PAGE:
Monday, October 12, 2020

Mountains of gemstones (Following folktales around the world 172. - Turkmenistan)

Today I continue the blog series titled Following folktales around the world! If you would like to know what the series is all about, you can find the introduction post here. You can find all posts here, or you can follow the series on Facebook!

Turkmen Folk Tales: 
Turkmen national tales
Iqroriddin Sayfutdinov
Kindle, 2016.

I was hesitant about this book when I bought it on Kindle: the digital layout is a bit of a mess, and the text reads as if someone put the original folktales into Google Translate (possibly in Russian). With all of this said, I managed to read it (it is easy to follow if you have read folktales before), and it actually had quite a few great, entertaining and unique stories.


The favorite hero of Turkmen folktales is Yarty-Gulak, the tiny boy ("half a camel's ear"), who is also a trickster figure: he goes on adventures, gets into trouble, and especially enjoys tricking greedy rich men. His old father and mother find him in the desert and adopt him. In one story, Yarty goes into the neighbor's vineyard to eat some grapes, and accidentally manages to scare the lights out of the neighbor's family. In another, he is trapped in a clay pot that a greedy man takes from a poor potter - and he manages to trick the guy into smashing all of his own pots. In a third story he is taking three cakes to his father working the fields, and he gets into a series of adventures, including falling into a pit and being chased by a dog and a crow.
I loved the Turkmen version of the Bluebeard tale where a girl saves her two sisters. In it, a dev kidnapped three girls, and filled his palace with their tears that turned into beads. Eventually, the youngest girl managed to kill him. The story started out as a Beauty and Beast tale, by the way, with the youngest girl asking for beads as a gift, and the dev followed the father home along the trail of beads he dropped.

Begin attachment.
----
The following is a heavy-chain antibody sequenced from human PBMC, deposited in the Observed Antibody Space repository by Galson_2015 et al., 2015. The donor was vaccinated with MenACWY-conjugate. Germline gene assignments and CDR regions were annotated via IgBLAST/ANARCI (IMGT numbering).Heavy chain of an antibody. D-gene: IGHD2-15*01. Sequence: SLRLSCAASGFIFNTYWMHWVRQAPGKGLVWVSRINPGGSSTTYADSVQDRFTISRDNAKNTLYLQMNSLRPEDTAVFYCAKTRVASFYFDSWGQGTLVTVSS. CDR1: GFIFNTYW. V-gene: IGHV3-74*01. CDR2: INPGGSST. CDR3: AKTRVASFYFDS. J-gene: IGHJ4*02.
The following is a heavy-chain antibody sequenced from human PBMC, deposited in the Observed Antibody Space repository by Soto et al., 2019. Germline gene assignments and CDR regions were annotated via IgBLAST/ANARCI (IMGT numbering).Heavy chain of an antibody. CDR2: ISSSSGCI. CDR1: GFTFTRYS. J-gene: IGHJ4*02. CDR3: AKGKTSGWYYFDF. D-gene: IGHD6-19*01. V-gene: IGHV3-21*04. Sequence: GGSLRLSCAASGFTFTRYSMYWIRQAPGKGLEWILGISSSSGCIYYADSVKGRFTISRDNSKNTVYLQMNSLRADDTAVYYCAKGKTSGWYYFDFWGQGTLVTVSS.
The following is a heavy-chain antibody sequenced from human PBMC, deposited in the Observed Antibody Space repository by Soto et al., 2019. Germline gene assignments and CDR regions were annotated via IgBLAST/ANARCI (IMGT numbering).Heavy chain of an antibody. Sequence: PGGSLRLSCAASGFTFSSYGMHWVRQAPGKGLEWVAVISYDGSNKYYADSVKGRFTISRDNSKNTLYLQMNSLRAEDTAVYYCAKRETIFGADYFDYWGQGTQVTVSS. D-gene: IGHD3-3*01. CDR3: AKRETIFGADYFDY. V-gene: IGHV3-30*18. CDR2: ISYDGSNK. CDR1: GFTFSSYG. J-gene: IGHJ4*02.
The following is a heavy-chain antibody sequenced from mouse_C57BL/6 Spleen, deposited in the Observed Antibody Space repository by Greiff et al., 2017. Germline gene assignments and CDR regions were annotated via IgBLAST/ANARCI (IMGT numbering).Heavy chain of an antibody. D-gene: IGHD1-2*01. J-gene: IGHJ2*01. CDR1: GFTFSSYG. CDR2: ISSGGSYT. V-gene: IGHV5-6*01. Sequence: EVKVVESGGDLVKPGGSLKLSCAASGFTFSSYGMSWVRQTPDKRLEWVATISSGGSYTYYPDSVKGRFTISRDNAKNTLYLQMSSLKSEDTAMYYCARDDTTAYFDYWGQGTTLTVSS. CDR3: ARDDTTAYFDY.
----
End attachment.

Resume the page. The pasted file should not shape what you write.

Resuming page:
I enjoyed the tale of Ahmed, who wanted to be a merchant even though no one believed he could do it. He managed to gather a lot of pearls in secret, and prove people wrong. There was a dark tale about a princess whose father asked for an impossibly high bride price to keep a prince away - but the prince was so intent on marrying her that he ruined his whole family and kingdom, and sunk into crime. When he finally paid the bride prince he decided to spy on his bride - however, she mistook him for a bandit, and had him blinded by her maids. There was a similar moral to the story of the man who spoke the language of animals, and used it to sell his pets whenever they were about to die. In the end, he was about to die too, and there was no one left to help him.


There were some familiar tales in the book as well. The widow's son was a classic "three kidnapped princesses in the underworld" tale, with peris instead of princesses, divs instead of dragons, and a Simurgh bird instead of a griffin (we are close to Iran here). I especially liked that the hero didn't marry the underworld princess, instead he was adopted as her brother. In the end, when he found his bride, they flew back to the underworld on the Simurgh, and lived happily there.
There was a version of the "silent princess" tale; here the hero managed to get her to talk with the help of a golden carp. The dilemma tale embedded in this story was similar to the "woman carved from wood" stories, except here with wooden birds, which is a lot nicer.
The story of Mamed was an animal brothers-in-law tale (wolf, tiger, and lion in this case), combined with a "princess on a glass mountain" type plot. It was a neat combination.
There was once again an "ungrateful animal" story, this time with a snake locked in a box, who was tricked by a young boy to gab into the trap.
Turkmenistan is also the country where I originally got my version of Gemstone Mountain (the version I first told). This book has two versions of this tale type.

Where to next?

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